Tag: mosquitos

Feline Heartworm Disease

cat-confusedWhile cats are not natural hosts for heartworms, they are still at risk for contracting them. Just like with dogs, heartworms are contracted through mosquito bites. As we’ve mentioned before, we’re in prime mosquito territory. In areas that have mosquitoes, an incidence of 2-14% exist in cats.

Feline Heartworm Disease causes severe lung disease, heart failure, along with damage to other organs. Adult heartworms can grow to be 12 inches long. Cats will typically only have 1-3 adult worms, but they can have up to 6. It only takes 1-3 adult heartworms to cause the cat to collapse and die.

mosquito-illustration_2092x1660Cats are not natural hosts for heartworms. Their immune system is very reactive against heartworms and this makes it next to impossible to detect microfilaria in an infected cat. Microfilaria is the off-spring of adult heartworms born in the host body and found in the blood stream. If a mosquito bites a dog that has microfilaria in their blood stream, they become infected. The mosquito can then transfer the microfilaria to any cats or dogs that they bite next.

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The tests currently available detect an antigen that is given off by mature female heartworms. It takes heartworms 6 months to mature. This is why with dogs, we recommend doing a heartworm test once they’re at least 6 months of age and repeating test in 6 months if there was a lapse in prevention. However with cats, due to the limited number of heartworms that grow to maturity, they can be difficult to detect with these tests.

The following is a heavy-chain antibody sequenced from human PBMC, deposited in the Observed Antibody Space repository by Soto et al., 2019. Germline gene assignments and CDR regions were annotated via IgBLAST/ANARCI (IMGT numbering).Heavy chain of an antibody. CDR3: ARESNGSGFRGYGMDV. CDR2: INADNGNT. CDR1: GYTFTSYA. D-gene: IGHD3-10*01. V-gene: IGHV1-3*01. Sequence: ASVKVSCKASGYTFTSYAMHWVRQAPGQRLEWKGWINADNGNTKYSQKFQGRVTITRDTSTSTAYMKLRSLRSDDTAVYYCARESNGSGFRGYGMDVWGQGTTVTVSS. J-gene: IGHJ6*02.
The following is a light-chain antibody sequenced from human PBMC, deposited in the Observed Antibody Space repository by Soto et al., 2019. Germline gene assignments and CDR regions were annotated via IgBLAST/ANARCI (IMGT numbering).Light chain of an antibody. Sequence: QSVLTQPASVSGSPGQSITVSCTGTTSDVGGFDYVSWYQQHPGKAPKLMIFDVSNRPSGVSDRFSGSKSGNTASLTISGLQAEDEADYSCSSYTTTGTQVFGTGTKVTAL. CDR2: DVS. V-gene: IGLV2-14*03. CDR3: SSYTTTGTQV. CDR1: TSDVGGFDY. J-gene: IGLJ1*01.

While heartworms can be treated in dogs, the medication used (Immiticide) is toxic to cats. Unfortunately at this time, there are no treatments available for heartworm positive cats.

revHowever, there is good news! The disease is 100% preventable. Our recommendation is Revolution. Revolution prevents fleas, roundworms, hookworms and ear mites as well as heartworms. Revolution is a topical preventative instead of an oral, making it easier to administer.  If you apply once every 30 days, your cat will not only be flea-free, but they’ll also be protected against heartworms!

Twelve common symptoms of Feline Heartworm Disease are:5625pt1

  1. Coughing
  2. Weight Loss
  3. Lethargy
  4. Gagging
  5. Vomiting
  6. Collapsing
  7. Lack of Appetite
  8. Abnormal Rapid Breathing (Tachypnea)
  9. Difficulty Breathing
  10. Blindness
  11. Convulsions
  12. Sudden Death

Remember – Mosquitos are everywhere! Just because your cat is strictly indoors only doesn’t mean that they aren’t at risk. Every pet should be on both flea and heartworm preventatives year round.

By: Candace Ivey

Concerned about your canine companion? Read about Double Defense here to learn more about heartworms in dogs & the best way to prevent your pup from them.

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The State Bird of Texas Should Be the Mosquito